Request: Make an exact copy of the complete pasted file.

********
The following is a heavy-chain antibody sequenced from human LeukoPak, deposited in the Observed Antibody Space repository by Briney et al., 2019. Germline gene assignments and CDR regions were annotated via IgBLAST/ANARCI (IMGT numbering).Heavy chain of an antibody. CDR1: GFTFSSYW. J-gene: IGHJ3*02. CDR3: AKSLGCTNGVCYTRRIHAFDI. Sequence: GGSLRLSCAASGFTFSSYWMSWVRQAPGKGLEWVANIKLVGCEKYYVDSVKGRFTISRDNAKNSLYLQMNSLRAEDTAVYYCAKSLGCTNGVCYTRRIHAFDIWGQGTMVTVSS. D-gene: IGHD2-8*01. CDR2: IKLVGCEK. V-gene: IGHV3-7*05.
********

The following is a heavy-chain antibody sequenced from human LeukoPak, deposited in the Observed Antibody Space repository by Briney et al., 2019. Germline gene assignments and CDR regions were annotated via IgBLAST/ANARCI (IMGT numbering).Heavy chain of an antibody. CDR1: GFTFSSYW. J-gene: IGHJ3*02. CDR3: AKSLGCTNGVCYTRRIHAFDI. Sequence: GGSLRLSCAASGFTFSSYWMSWVRQAPGKGLEWVANIKLVGCEKYYVDSVKGRFTISRDNAKNSLYLQMNSLRAEDTAVYYCAKSLGCTNGVCYTRRIHAFDIWGQGTMVTVSS. D-gene: IGHD2-8*01. CDR2: IKLVGCEK. V-gene: IGHV3-7*05.